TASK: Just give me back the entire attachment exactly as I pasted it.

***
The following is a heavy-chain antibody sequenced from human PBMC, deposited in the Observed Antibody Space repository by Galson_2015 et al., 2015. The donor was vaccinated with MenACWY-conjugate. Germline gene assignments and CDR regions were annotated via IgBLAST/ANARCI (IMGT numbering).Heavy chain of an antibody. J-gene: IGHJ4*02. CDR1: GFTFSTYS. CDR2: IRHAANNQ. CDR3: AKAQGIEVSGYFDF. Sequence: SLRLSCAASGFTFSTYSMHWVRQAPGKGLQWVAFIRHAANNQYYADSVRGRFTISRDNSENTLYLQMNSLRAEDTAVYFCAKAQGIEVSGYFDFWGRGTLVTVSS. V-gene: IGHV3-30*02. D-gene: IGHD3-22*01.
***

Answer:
The following is a heavy-chain antibody sequenced from human PBMC, deposited in the Observed Antibody Space repository by Galson_2015 et al., 2015. The donor was vaccinated with MenACWY-conjugate. Germline gene assignments and CDR regions were annotated via IgBLAST/ANARCI (IMGT numbering).Heavy chain of an antibody. J-gene: IGHJ4*02. CDR1: GFTFSTYS. CDR2: IRHAANNQ. CDR3: AKAQGIEVSGYFDF. Sequence: SLRLSCAASGFTFSTYSMHWVRQAPGKGLQWVAFIRHAANNQYYADSVRGRFTISRDNSENTLYLQMNSLRAEDTAVYFCAKAQGIEVSGYFDFWGRGTLVTVSS. V-gene: IGHV3-30*02. D-gene: IGHD3-22*01.